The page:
What Causes Rosacea on Face

What Causes Rosacea on Face: Treating Rosacea Naturally

Dr. Jolene BrightenPublished: Last Reviewed: Acne, Balancing Your Hormones, Hormone Replacement Therapy, Perimenopause/ Menopause, Sex Hormones, The Pill Leave a Comment

Rosacea is a common, chronic skin condition that affects the face and sometimes the eyes, as well. While not a debilitating condition, it can impact an individual’s confidence and mental health when struggling with persistent red, irritated skin. It's common for rosacea on face, chest, neck, and ears to be associated with anxiety and depression, as we'll discuss.

We’ve known for a long time how important hormones are for maintaining healthy skin and are now learning more about the connection between female hormones and rosacea. 

The cause of rosacea isn’t well understood, although female hormonal imbalance has been linked to higher incidences. This article will take you through everything you need to know about rosacea, including: 

  • What is rosacea?
  • Symptoms of rosacea
  • What causes rosacea?
  • Rosacea and hormone imbalance
  • Rosacea triggers
  • How to manage rosacea with lifestyle tools and supplements

What Is Rosacea?

Rosacea is a chronic skin condition affecting as many as 22% of adults globally with only about 5% receiving a diagnosis. It appears as persistent redness and abnormal blood vessel function on the face, primarily the cheeks, nose, chin, and forehead. Although primary symptoms show up on the face, some researchers suggest rosacea is a systemic disease with aspects of autoimmunity.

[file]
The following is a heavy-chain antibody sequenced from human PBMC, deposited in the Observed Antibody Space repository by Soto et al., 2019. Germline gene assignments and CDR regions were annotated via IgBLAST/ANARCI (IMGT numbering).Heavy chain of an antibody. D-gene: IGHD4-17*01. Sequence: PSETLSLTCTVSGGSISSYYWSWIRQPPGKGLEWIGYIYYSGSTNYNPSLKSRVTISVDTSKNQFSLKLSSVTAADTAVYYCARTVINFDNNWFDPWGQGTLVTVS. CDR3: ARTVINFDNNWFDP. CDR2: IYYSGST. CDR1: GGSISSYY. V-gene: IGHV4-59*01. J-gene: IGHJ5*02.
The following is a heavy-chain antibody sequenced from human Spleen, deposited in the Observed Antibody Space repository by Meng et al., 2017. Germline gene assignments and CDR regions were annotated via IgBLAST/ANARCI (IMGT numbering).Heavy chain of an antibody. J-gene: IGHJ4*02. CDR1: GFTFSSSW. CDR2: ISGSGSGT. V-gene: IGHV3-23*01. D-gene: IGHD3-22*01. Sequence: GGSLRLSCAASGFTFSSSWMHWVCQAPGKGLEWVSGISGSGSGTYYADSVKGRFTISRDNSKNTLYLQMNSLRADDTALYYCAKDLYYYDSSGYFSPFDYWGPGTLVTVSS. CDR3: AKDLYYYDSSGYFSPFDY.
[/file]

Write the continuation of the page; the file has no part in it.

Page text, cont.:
Rosacea can negatively impact your quality of life, self-esteem, and well-being. 

Who Gets Rosacea?

Rosacea primarily affects fair-skinned, middle aged women. We see the highest incidences among those in their thirties who have skin that is prone to sunburns. 

What Are the Symptoms of Rosacea?

Since many skin conditions primarily affect the face and may cause similar symptoms, it’s essential to get a thorough evaluation from a dermatologist or other healthcare provider.

Rosacea symptoms may include:

  • Flushing or red patches on skin
  • Swelling
  • Visible blood vessels
  • Skin irritation
  • Thickened skin
  • Bumps on skin
  • Pimples or papules
  • Eye irritation  

There are several ways that rosacea can show up, which is classified as phenotypes per the ROSacea COnsensus (ROSCO). These include diagnostic, major, and secondary phenotypes, which help encompass the multiple ways that rosacea can appear. 

Diagnostic Phenotypes: 

  • Centrofacial erythema – includes redness (erythema) over the central part of the face (nose and cheeks).
  • Phymatous change – thickening of the skin, most commonly seen on the nose. 

Major Phenotypes:

  • Papules and pustules – small, raised bumps or pimples.
  • Flushing – increased blood flow with heat.
  • Telangiectasia – enlarged blood vessels.
  • Ocular features – eye involvement, which can look like redness, tearing, and light sensitivity.

Secondary Phenotypes:

  • Burning and stinging  
  • Edema  
  • Dry skin  

Redness (Erythema)

At first, rosacea may look like a sunburn, with redness across the cheeks and nose. A sunburn, however, gets better with time, whereas rosacea may progress to redness on the forehead, neck, ears, scalp, chest, and chin. The redness and irritated skin persist. T.